Argentine forces lost another ship and more aircraft on Sunday 9 May 1982, while the slow death of Royal Navy destroyer HMS Sheffield continued to play out a long way off the coast of the Falkland Islands.
The ship lost by Argentina was the 1,400-ton fishing trawler Narwal, which had been fitted out with specialist equipment to undertake the task of electronic signals intelligence gathering.
Narwal had first been noticed by British patrol aircraft at the end of April, but she became a target around midday on 9 May partly because of poor weather over East Falkland.
Two Sea Harriers of 800 Naval Air Squadron, flying from British flagship HMS Hermes, had had to abort a bombing mission to Stanley because low cloud – the aircraft were due to bomb from high altitude.
On their way back to the aircraft carrier they spotted a boat some 50 miles off Stanley, and identified her as Narwal, which had been warned off by frigate HMS Alacrity just as the Carrier Battle Group had first entered the 200-mile Total Exclusion Zone (TEZ) some days before.
Suspected of gathering intelligence on the British carrier group – in particular their precise location – Narwal had to be silenced.
Given permission, the two Sea Harriers attacked the trawler; one dropped a 1,000lb bomb which, because of its high-altitude fuse, failed to detonate but killed one Argentine sailor and smashed a hole in the deck.
The other aircraft strafed it with 30mm cannon fire, which helped bring Narwal to a halt.
Later that afternoon a British special forces team was flown in helicopter to take over the trawler, and their discovery of documents, and an Argentine Navy officer, on board confirmed that Narwal was not an innocent fishing trawler.
But the damage done by the Harriers was taking its toll, and the SF team, along with the trawler’s crew, were taken off by helicopter as Narwal slowly sank into the South Atlantic.
The number of aircraft lost by Argentina on 9 May was something of a moot point 40 years ago.
Around 1400 on the afternoon of 9 May air control ship HMS Coventry, a Type 42 destroyer, had picked up a small group of aircraft at the edge of missile range and had launched three Sea Dart surface-to-air missiles at them.
It was believed that the aircraft – a C-130 Hercules carrying supplies for Argentine forces in the Falklands, accompanied by two or three smaller warplanes – had spotted the incoming missiles from 160 miles or more distance, and had turned away, out of range.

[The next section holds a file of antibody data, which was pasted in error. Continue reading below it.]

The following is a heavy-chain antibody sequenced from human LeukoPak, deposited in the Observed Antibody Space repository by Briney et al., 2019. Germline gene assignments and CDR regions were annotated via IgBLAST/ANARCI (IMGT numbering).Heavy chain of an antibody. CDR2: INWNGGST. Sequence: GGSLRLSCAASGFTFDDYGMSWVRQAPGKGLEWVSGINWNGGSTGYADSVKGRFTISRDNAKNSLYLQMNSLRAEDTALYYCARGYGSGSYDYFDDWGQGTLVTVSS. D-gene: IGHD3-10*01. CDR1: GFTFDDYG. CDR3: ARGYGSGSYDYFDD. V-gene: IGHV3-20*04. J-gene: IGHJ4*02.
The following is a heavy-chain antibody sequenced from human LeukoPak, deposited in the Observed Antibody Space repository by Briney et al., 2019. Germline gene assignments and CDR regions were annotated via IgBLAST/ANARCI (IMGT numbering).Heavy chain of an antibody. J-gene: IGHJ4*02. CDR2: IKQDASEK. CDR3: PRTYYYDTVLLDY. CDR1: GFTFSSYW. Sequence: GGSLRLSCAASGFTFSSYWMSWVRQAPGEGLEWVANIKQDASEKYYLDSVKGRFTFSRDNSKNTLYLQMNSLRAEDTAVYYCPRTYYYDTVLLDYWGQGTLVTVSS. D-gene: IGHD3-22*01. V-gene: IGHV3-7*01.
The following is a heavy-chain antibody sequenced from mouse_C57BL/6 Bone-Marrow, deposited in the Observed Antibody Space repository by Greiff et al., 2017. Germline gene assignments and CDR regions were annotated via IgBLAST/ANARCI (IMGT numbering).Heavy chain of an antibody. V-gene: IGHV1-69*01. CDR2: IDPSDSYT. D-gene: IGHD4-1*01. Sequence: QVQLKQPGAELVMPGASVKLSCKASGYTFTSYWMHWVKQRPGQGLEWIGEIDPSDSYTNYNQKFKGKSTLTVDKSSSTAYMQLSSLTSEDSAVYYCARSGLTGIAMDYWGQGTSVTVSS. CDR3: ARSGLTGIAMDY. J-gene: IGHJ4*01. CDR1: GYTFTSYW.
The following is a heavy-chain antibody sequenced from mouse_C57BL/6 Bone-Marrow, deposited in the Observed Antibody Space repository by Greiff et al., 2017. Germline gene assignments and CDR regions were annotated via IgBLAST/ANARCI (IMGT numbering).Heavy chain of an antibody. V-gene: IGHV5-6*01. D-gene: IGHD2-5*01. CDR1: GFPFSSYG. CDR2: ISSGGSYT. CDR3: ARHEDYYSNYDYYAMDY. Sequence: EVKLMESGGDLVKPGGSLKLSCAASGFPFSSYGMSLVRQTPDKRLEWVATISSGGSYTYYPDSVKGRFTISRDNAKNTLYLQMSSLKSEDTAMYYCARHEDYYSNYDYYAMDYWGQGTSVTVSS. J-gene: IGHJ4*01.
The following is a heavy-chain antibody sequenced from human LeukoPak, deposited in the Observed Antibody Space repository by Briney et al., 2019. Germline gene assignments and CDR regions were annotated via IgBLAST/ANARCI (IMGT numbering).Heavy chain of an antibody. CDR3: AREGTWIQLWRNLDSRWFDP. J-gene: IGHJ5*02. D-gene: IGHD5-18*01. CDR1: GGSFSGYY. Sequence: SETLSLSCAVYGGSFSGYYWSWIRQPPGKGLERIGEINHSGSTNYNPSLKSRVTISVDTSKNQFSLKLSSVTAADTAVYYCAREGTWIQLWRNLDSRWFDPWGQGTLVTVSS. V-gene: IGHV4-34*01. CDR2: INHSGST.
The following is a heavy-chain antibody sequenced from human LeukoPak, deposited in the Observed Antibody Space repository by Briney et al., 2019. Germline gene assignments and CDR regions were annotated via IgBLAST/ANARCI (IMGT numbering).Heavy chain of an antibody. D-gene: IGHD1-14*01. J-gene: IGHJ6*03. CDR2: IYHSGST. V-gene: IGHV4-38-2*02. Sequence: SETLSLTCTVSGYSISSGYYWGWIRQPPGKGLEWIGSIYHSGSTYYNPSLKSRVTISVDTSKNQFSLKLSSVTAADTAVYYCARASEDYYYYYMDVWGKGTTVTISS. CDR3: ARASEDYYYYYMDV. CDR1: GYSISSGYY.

While it was of some concern to British commanders that all the missiles had missed, it was (much) later discovered that two of the aircraft, A-4C Skyhawks, never returned to base that afternoon; it is possible they had indeed been hit by Coventry’s Sea Darts, although crashing into high ground in poor visibility is just as plausible a reason.
What is certain is that later the same day an Argentine Puma helicopter, presumed to be on its way to search for the lost trawler Narwal, was hit by another Sea Dart from HMS Coventry over Choiseul Sound, east of Goose Green, killing all three of its aircrew.
Far out to the east of the Falkland Islands, Type 12 frigate HMS Yarmouth was attempting to tow the badly-damaged destroyer HMS Sheffield to South Georgia, although sea conditions at the edge of the TEZ on 9 May were far from ideal; as it turned out the Shiny Sheff was nearing her end.
Over in South Georgia, small Fleet tanker RFA Blue Rover arrived in Cumberland Bay, ready to take up the role of station tanker.
At around this time Landing Ship Logistic RFA Sir Bedivere sailed from Ascension Island, carrying with her a party of Royal Engineers.
Today’s image from the Imperial War Museum collection (© IWM FKD 214) shows HMS Yarmouth towing the burnt-out shell of HMS Sheffield towards South Georgia.
* These posts can only give a brief sense of what was a complex and fast-moving situation 40 years ago, and cannot cover the involvement of every ship, squadron and unit in detail – for a much more comprehensive account see naval-history.net at https://www.naval-history.net/NAVAL1982FALKLANDS.htm
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